I've knit a lot of things over the years, so it's hard to choose favorites. I could write out a list of most-worn items or items that stretched my skills the most at the time. But this project may be the most in-depth knitting project I've tackled to date, and when the temperature cools down again in approximately 5(?) months, I anticipate it will be heavily worn.
I do have a little previous stranded colorwork experience with a hat for Nicholas, a Modern Colorwork Cowl, and a Glacier Park Cowl, I had never knit a top-down sweater, or a yoke, let alone a stranded colorwork yoke.
But I loved the pattern and I was determined, as was my friend Molly, to do this. I remember the day I cast on asking myself, Can I even do this? And the answer was "Yes," of course. If I committed to practice and time and awareness that trial and error is part of the process, then it could be done. And what I found was that knitting a stranded colorowork sweater yoke is a lot like knitting a stranded colorwork hat, or a stranded colorwork cowl in the round, except you add in a little shaping and a greater diameter. And it was so fun to play with color on a larger scale!
Since the weather heats up rather early here in Texas, I was worried I'd have to settle for taking pictures of it inside. However, on our trip to Maine, with temps in the 50's and 60's, I found an opportunity to wear it and for Nicholas to take a few pictures of me modeling it down by the water in Bar Harbor. We took these after our last seafood dinner downtown with his family.
This sweater is like wearing a hug. It is SO cozy. And the yarn, despite being 100% wool is quite soft. I think it will be durable as well. Despite it being more of a "trendy" shape, a hybrid of a sweater/poncho, hence the name, I think the colors make it rather classic looking.
And when my friend Molly finishes her's (she's nearly there!) then there will certainly be some pictures of both of us in our Swonchos together.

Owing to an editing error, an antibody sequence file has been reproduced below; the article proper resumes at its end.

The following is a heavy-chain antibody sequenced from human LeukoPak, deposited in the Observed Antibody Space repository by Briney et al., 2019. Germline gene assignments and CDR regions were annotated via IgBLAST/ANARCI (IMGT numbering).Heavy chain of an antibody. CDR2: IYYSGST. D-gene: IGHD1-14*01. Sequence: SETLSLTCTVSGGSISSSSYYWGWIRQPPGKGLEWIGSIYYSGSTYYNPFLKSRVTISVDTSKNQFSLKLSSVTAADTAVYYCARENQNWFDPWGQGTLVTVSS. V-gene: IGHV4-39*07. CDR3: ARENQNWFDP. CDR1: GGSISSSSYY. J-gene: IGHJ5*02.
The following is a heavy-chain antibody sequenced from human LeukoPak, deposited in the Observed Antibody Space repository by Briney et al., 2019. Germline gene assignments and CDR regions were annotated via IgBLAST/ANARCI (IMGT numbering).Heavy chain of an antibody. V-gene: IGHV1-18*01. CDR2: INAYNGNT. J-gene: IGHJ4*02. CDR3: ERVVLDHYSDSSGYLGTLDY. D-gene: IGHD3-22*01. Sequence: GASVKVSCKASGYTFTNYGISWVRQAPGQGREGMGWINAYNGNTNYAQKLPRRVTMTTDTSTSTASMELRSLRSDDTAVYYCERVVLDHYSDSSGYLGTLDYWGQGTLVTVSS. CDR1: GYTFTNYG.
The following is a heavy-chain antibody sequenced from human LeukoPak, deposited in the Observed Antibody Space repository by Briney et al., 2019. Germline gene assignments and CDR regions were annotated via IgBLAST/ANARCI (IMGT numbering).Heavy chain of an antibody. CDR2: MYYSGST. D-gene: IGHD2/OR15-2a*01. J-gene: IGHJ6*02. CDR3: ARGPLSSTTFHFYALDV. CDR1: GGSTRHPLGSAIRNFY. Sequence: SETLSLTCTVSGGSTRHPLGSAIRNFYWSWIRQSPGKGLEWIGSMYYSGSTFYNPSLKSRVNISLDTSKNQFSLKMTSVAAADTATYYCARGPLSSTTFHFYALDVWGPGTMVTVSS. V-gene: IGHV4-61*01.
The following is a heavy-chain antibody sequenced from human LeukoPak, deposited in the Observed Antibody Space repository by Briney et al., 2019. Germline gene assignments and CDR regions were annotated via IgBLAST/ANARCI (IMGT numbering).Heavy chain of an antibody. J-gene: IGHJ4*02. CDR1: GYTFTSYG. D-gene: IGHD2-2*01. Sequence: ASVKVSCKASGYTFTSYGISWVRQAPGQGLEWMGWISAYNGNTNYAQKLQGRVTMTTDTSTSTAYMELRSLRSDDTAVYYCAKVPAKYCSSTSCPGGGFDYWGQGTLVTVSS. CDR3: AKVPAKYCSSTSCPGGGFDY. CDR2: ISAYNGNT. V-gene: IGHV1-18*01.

For even more details, you can see my ravelry project page
Yarn: Cloudborn Fibers Highland DK (100% wool) in the colors Grey Heather, Autumn Heather, Stormy Skies, and Dolphin Blue.
Pattern: Ninilchik Swoncho
Needles: US size 4 and US size 5. I sized down for the larger needles which I used for the colorwork sections, as is my usual for my loose tension.
Specifics/modifications: My gauge was more compact both in rows and width, so I made accommodations along the way. I still knit Size 1, but anticipated that I would have slightly less positive ease than the pattern specified. Also, since my row gauge was more compact, my yoke was a bit more shallow, so I needed to add 2" to the length of the body and also several additional inches to the sleeves. The original design is already a bit cropped, but I wanted to make it a bit longer and also make up for my gauge. In the end, I'm thrilled with the fit.
I love baking. I truly do. The difference between a bad afternoon and a good one can be as simple as a baked good. I love the slow process, the premonition of preheating the oven, sometimes playing around with different flavors. My favorites are your typical "home bakes," nothing couture. Cakes, cookies, brownies, etc., are all my go-to baked goods to make in my own kitchen.
Some projects come along at just the right moment, and this shawl is one of them. After several rather hectic months, I wanted to get back into the rhythm of knitting, but wanted a fun, low-pressure, but still creatively inspiring project. I love knitting socks, but I wanted to knit something with more colorplay and this shawl was just the thing.
It's that time of the year when typically, as a born-and-raised Northerner, I'd be yearning for spring. That yearning isn't quite so pronounced here in Austin, but nonetheless, February is a month of almosts. Winter is almost over, spring is almost here, etc. And so it has been timely for me to indulge in a few self-care practices (and treats) while we're living in the almosts.